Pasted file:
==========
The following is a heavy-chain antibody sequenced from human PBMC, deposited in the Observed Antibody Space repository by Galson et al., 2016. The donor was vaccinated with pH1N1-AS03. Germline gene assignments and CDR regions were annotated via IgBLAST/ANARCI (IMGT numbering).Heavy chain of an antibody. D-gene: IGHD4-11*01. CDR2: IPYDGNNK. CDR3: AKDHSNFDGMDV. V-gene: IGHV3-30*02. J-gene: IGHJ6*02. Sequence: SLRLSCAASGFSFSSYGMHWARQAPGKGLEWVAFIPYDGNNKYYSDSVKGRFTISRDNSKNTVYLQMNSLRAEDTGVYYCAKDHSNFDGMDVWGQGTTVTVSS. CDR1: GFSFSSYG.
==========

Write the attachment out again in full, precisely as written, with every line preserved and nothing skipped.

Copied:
The following is a heavy-chain antibody sequenced from human PBMC, deposited in the Observed Antibody Space repository by Galson et al., 2016. The donor was vaccinated with pH1N1-AS03. Germline gene assignments and CDR regions were annotated via IgBLAST/ANARCI (IMGT numbering).Heavy chain of an antibody. D-gene: IGHD4-11*01. CDR2: IPYDGNNK. CDR3: AKDHSNFDGMDV. V-gene: IGHV3-30*02. J-gene: IGHJ6*02. Sequence: SLRLSCAASGFSFSSYGMHWARQAPGKGLEWVAFIPYDGNNKYYSDSVKGRFTISRDNSKNTVYLQMNSLRAEDTGVYYCAKDHSNFDGMDVWGQGTTVTVSS. CDR1: GFSFSSYG.